I also find those veiled threats of firing their servants, gardeners, etc., just reprehensible. Of  course, anyone who is looking to take control of their finances has to look at the cost of retaining hired help versus doing the task themselves, and  it might be a good thing for their privately-schooled children to learn to mow a lawn, but that's entirely a personal matter and shouldn't be used as a bludgeon in an argument like that.  It's despicable, and it doesn't help their case, in my view.

Finally, many, many people, including myself, are paying back student loans. It's a painful chunk out of my paycheck as well.  I figured at the time it was an investment in myself, and true enough, I wouldn't have the job I love today without having done it.  Their student loans were a choice they made, as were mine. So, zero sympathy there as well.<<

And:

>>My dad was a law professor, and once taught at Chicago--back when wages were a lot lower, and aspirations concerning private schools were non-existent.  We went to the local parish school.  Just living in Chicago was an education and an adventure for a second grader. << 

More to come on education, tax, non-monetary sources of happiness, and other self-awareness issues. (Photo of Bill Gates at Harvard from here.)

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James Fallows is a national correspondent for The Atlantic and has written for the magazine since the late 1970s. He has reported extensively from outside the United States and once worked as President Carter's chief speechwriter. His latest book is China Airborne. More

James Fallows is based in Washington as a national correspondent for The Atlantic. He has worked for the magazine for nearly 30 years and in that time has also lived in Seattle, Berkeley, Austin, Tokyo, Kuala Lumpur, Shanghai, and Beijing. He was raised in Redlands, California, received his undergraduate degree in American history and literature from Harvard, and received a graduate degree in economics from Oxford as a Rhodes scholar. In addition to working for The Atlantic, he has spent two years as chief White House speechwriter for Jimmy Carter, two years as the editor of US News & World Report, and six months as a program designer at Microsoft. He is an instrument-rated private pilot. He is also now the chair in U.S. media at the U.S. Studies Centre at the University of Sydney, in Australia.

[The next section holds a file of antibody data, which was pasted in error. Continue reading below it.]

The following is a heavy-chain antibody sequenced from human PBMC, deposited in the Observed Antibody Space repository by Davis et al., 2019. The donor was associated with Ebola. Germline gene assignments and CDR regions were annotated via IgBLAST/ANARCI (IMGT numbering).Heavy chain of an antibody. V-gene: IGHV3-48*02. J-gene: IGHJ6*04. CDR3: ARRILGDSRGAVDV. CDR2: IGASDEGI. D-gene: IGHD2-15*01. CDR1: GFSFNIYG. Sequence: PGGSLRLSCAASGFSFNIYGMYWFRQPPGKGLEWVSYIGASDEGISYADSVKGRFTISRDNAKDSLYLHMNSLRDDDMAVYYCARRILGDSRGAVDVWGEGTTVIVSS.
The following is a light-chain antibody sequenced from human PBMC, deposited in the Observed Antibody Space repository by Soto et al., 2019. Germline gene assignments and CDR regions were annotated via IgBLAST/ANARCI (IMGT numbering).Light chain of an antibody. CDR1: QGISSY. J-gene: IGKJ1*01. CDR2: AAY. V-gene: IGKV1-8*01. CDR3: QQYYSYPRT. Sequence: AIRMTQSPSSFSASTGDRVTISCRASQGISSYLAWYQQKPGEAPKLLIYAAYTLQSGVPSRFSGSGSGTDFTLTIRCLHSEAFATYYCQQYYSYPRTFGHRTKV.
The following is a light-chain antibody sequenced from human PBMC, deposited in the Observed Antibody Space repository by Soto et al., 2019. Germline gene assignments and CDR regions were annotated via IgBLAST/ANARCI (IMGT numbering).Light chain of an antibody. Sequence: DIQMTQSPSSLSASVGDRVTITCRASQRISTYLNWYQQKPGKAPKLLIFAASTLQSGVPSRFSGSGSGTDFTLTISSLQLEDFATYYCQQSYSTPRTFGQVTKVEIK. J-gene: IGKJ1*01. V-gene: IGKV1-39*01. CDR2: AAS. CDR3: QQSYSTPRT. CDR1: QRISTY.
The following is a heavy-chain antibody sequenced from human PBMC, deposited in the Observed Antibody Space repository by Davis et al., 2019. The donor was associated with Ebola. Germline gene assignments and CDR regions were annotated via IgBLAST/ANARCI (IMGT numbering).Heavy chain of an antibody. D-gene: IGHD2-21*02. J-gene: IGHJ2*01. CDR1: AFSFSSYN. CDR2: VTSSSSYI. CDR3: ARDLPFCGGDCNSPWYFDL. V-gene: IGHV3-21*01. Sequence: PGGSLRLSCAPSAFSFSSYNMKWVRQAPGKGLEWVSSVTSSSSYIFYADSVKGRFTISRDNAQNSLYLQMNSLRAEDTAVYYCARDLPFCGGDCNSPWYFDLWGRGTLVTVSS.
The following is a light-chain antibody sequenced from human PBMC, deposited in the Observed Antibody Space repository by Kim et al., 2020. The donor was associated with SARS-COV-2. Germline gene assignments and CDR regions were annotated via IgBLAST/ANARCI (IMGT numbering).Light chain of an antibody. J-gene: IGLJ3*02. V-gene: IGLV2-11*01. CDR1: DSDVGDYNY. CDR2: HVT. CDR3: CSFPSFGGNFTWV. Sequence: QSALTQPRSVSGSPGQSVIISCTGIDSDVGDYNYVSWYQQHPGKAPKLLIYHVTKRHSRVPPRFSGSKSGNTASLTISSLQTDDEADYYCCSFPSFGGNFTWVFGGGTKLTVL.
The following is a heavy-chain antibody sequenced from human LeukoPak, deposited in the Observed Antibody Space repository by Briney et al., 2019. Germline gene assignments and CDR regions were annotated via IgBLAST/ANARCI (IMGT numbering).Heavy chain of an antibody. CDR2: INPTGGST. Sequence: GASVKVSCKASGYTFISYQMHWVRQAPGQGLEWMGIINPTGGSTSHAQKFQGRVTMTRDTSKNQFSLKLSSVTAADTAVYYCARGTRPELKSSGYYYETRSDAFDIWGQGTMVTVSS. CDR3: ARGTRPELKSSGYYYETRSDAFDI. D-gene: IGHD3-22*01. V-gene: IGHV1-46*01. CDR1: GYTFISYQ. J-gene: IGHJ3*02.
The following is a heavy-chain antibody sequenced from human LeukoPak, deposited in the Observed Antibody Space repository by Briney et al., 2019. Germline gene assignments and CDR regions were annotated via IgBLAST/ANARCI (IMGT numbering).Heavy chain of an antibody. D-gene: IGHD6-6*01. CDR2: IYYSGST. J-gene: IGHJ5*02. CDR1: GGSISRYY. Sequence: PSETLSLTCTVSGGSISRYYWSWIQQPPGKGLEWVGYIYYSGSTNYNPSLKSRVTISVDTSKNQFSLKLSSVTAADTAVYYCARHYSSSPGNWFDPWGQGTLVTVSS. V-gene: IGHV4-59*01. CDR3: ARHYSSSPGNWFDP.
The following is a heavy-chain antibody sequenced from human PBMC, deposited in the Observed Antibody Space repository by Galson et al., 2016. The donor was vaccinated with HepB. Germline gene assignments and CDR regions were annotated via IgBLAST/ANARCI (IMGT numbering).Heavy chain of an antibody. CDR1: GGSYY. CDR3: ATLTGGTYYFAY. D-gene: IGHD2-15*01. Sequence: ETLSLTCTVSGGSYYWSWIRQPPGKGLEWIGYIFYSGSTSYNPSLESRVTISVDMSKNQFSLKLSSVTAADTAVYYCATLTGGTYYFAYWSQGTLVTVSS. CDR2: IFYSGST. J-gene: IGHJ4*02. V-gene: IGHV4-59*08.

Fallows has been a finalist for the National Magazine Award five times and has won once; he has also won the American Book Award for nonfiction and a N.Y. Emmy award for the documentary series Doing Business in China. He was the founding chairman of the New America Foundation. His recent books Blind Into Baghdad (2006) and Postcards From Tomorrow Square (2009) are based on his writings for The Atlantic. His latest book is China Airborne. He is married to Deborah Fallows, author of the recent book Dreaming in Chinese. They have two married sons.

Fallows welcomes and frequently quotes from reader mail sent via the "Email" button below. Unless you specify otherwise, we consider any incoming mail available for possible quotation -- but not with the sender's real name unless you explicitly state that it may be used. If you are wondering why Fallows does not use a "Comments" field below his posts, please see previous explanations here and here.